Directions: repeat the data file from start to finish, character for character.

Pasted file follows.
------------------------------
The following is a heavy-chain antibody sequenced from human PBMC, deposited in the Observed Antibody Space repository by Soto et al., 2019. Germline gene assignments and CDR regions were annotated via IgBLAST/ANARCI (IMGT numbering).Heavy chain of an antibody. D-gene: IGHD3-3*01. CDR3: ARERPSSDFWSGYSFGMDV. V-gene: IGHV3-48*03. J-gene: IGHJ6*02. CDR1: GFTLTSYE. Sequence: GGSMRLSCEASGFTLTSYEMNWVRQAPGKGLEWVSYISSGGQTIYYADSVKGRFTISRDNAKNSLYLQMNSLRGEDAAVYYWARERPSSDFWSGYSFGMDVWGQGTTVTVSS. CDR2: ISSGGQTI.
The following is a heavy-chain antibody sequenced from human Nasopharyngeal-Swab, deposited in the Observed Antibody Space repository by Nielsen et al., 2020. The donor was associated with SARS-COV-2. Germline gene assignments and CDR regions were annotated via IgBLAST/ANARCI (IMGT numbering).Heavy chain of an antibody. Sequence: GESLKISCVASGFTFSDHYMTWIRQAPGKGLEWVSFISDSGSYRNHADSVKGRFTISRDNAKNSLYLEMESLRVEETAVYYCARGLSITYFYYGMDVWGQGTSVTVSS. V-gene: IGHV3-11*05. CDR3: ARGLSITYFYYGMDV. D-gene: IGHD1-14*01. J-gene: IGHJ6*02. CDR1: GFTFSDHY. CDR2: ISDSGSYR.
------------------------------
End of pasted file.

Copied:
The following is a heavy-chain antibody sequenced from human PBMC, deposited in the Observed Antibody Space repository by Soto et al., 2019. Germline gene assignments and CDR regions were annotated via IgBLAST/ANARCI (IMGT numbering).Heavy chain of an antibody. D-gene: IGHD3-3*01. CDR3: ARERPSSDFWSGYSFGMDV. V-gene: IGHV3-48*03. J-gene: IGHJ6*02. CDR1: GFTLTSYE. Sequence: GGSMRLSCEASGFTLTSYEMNWVRQAPGKGLEWVSYISSGGQTIYYADSVKGRFTISRDNAKNSLYLQMNSLRGEDAAVYYWARERPSSDFWSGYSFGMDVWGQGTTVTVSS. CDR2: ISSGGQTI.
The following is a heavy-chain antibody sequenced from human Nasopharyngeal-Swab, deposited in the Observed Antibody Space repository by Nielsen et al., 2020. The donor was associated with SARS-COV-2. Germline gene assignments and CDR regions were annotated via IgBLAST/ANARCI (IMGT numbering).Heavy chain of an antibody. Sequence: GESLKISCVASGFTFSDHYMTWIRQAPGKGLEWVSFISDSGSYRNHADSVKGRFTISRDNAKNSLYLEMESLRVEETAVYYCARGLSITYFYYGMDVWGQGTSVTVSS. V-gene: IGHV3-11*05. CDR3: ARGLSITYFYYGMDV. D-gene: IGHD1-14*01. J-gene: IGHJ6*02. CDR1: GFTFSDHY. CDR2: ISDSGSYR.